On Friday, The Guardian newspaper accused Facebook’s WhatsApp messaging app of having a “backdoor” security vulnerability on the basis of a security issue revealed to it by researcher, Tobias Boelter of the University of California at Berkeley.
The newspaper has since backed away from the emotive word but the fire had been lit. Was this a fair accusation to throw at WhatsApp?
The report described how the app generates a new key pair for “offline” users, for example when a user loses or changes a phone or phone number and then (after a period of time) reinstalls the app anew.
In the respected Signal app, whose underlying encryption protocol was adopted by WhatsApp in 2016, messages sent to anyone in this situation are deleted and the sender is informed that something has changed. The message can then be re-encrypted and resent after verification that the recipient is still the same person.
In WhatsApp, by apparent contrast, the sending app is simply asked to re-encrypt and re-send the message, something the sender will only be told about if alerting is turned on, after the fact.
The issue is that WhatsApp’s servers could, hypothetically, force the resend of a message using a new key under its control without the sender being able to stop that – a man-in-the-middle (MitM) compromise of sorts.
The first objection with this is that hiding a malicious key reset indefinitely would be difficult on WhatsApp given the software’s “verify security code” feature that ensures both sides are using the same key and no MiTM is taking place.
This also looks more like a design trade-off than a backdoor. As a mass-market product, WhatsApp was designed to make itself as transparent as possible and not to bother users with possibly confusing alerts about key pair changes.
The developer who co-authored the Signal protocol used by WhatsApp, Open Whisper Systems’ Moxie Marlinspike, said the backdoor claim was a misnomer: “Under no circumstances is it reasonable to call this a ‘backdoor,’ as key changes are immediately detected by the sender and can be verified.”
“It is great that the Guardian thinks privacy is something their readers should be concerned about. However, running a story like this without taking the time to carefully evaluate claims of a ‘backdoor’ will ultimately only hurt their readers.”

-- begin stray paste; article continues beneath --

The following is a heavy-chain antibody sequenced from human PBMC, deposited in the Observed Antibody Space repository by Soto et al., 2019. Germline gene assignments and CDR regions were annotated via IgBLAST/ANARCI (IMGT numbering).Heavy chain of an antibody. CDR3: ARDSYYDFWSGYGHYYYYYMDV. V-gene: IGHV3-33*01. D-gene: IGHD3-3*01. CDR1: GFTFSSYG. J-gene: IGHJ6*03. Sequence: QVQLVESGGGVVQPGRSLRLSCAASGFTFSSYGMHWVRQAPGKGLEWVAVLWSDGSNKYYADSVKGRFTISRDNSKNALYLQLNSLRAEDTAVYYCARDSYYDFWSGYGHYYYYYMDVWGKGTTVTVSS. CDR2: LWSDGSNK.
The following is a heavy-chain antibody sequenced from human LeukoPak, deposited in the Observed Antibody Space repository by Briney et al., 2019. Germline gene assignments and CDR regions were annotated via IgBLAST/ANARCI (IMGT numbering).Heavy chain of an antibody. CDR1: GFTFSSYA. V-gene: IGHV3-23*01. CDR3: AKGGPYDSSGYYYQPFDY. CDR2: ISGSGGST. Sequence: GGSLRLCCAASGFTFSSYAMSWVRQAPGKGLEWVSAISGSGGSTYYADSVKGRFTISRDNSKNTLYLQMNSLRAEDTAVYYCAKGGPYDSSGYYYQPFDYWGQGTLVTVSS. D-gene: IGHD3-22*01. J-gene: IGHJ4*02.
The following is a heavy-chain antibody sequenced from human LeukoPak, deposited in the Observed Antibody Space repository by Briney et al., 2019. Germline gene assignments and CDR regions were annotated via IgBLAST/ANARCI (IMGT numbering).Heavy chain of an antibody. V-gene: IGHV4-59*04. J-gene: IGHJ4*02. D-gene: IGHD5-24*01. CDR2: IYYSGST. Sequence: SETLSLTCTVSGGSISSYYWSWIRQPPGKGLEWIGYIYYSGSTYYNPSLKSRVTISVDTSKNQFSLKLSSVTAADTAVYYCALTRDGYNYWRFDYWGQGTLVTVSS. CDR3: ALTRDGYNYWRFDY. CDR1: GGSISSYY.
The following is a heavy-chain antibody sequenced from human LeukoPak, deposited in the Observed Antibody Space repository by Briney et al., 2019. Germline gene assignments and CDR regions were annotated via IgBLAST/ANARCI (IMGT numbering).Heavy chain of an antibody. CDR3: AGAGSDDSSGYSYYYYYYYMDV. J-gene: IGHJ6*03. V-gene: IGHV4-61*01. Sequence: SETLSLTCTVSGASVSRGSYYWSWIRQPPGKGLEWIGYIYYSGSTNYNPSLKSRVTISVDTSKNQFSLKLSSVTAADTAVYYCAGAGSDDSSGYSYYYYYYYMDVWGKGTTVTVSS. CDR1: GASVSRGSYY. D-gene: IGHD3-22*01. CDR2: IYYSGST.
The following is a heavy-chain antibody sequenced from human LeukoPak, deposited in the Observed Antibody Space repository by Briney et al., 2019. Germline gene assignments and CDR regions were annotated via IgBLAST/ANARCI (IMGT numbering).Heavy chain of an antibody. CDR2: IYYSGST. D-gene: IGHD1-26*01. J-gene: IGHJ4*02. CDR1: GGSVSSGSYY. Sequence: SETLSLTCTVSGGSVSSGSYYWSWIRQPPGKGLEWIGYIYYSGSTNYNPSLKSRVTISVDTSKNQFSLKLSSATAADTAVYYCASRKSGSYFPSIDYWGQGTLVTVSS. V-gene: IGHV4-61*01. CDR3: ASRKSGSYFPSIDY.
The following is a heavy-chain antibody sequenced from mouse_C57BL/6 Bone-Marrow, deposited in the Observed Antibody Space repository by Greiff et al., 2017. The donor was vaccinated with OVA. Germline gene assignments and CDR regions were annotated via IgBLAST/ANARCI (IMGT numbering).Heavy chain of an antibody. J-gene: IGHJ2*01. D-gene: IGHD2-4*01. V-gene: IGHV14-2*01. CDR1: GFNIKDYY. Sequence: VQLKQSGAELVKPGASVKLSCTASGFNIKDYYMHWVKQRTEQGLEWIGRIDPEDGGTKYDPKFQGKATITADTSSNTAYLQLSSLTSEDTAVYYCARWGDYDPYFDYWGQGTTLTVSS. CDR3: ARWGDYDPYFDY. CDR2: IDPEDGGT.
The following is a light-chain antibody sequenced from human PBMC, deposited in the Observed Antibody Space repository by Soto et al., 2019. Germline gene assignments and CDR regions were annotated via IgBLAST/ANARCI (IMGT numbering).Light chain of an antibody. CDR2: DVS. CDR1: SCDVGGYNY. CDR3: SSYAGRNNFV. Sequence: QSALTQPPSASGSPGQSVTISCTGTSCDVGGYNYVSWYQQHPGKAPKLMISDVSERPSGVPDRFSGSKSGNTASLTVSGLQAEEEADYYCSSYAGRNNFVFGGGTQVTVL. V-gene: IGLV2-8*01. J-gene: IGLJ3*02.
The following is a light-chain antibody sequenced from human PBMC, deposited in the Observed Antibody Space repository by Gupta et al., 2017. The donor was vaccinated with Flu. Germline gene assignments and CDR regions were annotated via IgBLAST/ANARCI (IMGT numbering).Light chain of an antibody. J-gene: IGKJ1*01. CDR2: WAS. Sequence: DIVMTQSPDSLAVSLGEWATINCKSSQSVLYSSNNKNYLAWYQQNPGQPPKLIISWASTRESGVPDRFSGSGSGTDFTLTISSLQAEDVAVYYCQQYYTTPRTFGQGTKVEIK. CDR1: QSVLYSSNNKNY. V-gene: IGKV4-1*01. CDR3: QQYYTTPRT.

For something to be a true “backdoor”, it must simultaneously satisfy two criteria beyond simply compromising security or privacy. First, it must have been put there deliberately, for either benign or villainous reasons. Second, it must be undocumented, which is to say only the people who put it there know about it.
The minute a backdoor (or well-intentioned trapdoor) becomes public knowledge, it stops being one and becomes just another security flaw that needs to be fixed if that product wants to hang on to its users.
On that basis, it is inaccurate to describe the WhatsApp issue as a “backdoor” when it is really a known design compromise, albeit one that people should be aware of.
Trapdoors put in products for convenience have popped up fairly regularly, an infamous example being that discovered in Borland’s InterBase in 2001 that allowed anyone entering the user name “politically” with the password “correct” to take control of versions 4.0, 5.0 and 6.0 running on any platform.
In contrast, secret backdoors put there specifically to spy on users have been vanishingly rare, in part because it’s incredibly difficult to prove that something that might be a backdoor wasn’t just slapdash programming.
Rumours circulated that go-to encryption software TrueCrypt had one after its apparent developers put out an ambiguous security alert even if a subsequent audit found nothing untoward. This brings us to another type of backdoor: one that probably doesn’t exist but enough people believe it does.
Encryption used to be extremely sensitive to theoretical weaknesses, and rightly so. In recent times, it’s become almost as vulnerable to rumour and bad headlines.
On Friday, WhatsApp founds itself in the latter camp. But for all the fuss, public discussion of the company’s design decisions could still work in its favour if the user base starts to understand the product rather than simply using it on blind trust.